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Year 11 Religion and Society

Mt Scopus Smorgon Outreach program

Each year, as part of the comparative component of Religion and Society Unit 1, our Year 11 students engage in Interfaith Dialogue with our neighbouring Jewish school, Mount Scopus College. We participate in a peer-to-peer run program designed to encourage and support the students from both schools to explain their faith tradition to the other. 

An experience of synagogue is an essential part of the program and hearing a student read from the Torah in Hebrew is quite profound. Judaism within synagogue is explained and our students are encouraged to ask questions and view the beautiful presentation of the Torah, handwritten on parchment.

In small groups, we are told the story of Passover, Pesach, and of the fulfilment of the Covenant. The rituals of Pesach are explained to our students by their Jewish peers and the sampling of the Matzah (kosher unleavened bread) is a highlight. Both traditions recognize this great opportunity for enrichment and learning.

Some student comments include:

‘It is interesting to be immersed in the Jewish religion and hear how adherents live their lives as Jewish people. It made me realize how interesting and diverse our society is.’

‘It was fascinating to see how religion is practised by a person who is our age. It made it much easier to identify with a peer who is explaining Judaism. The students from Mount Scopus practise their faith in different ways, some stricter than others. The students who are passionate about their religion were quite inspiring.’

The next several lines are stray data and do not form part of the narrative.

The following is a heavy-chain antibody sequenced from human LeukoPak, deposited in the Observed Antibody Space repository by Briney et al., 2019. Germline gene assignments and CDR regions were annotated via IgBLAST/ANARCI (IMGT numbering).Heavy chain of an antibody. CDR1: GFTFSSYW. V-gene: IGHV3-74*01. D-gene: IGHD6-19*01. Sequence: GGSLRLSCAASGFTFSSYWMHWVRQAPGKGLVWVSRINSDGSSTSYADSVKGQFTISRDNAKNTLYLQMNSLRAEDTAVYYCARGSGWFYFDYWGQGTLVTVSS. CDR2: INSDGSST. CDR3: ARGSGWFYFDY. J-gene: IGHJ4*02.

‘Seeing the Jewish faith as central to every aspect of the school was eye-opening and my expectations of learning were challenged. I enjoyed hearing about the culture also, day-to-day life, and the rituals and ethics of another faith tradition.’

‘Being confronted by the strict security on the gates of Mount Scopus led to some great discussion about why this could be necessary and I learnt much about events in Israel of which previously I had no understanding. It was also fascinating to have explained why synagogues separate men and women, sometimes from one floor to another, sometimes with curtains, such as at Mount Scopus College.’ 


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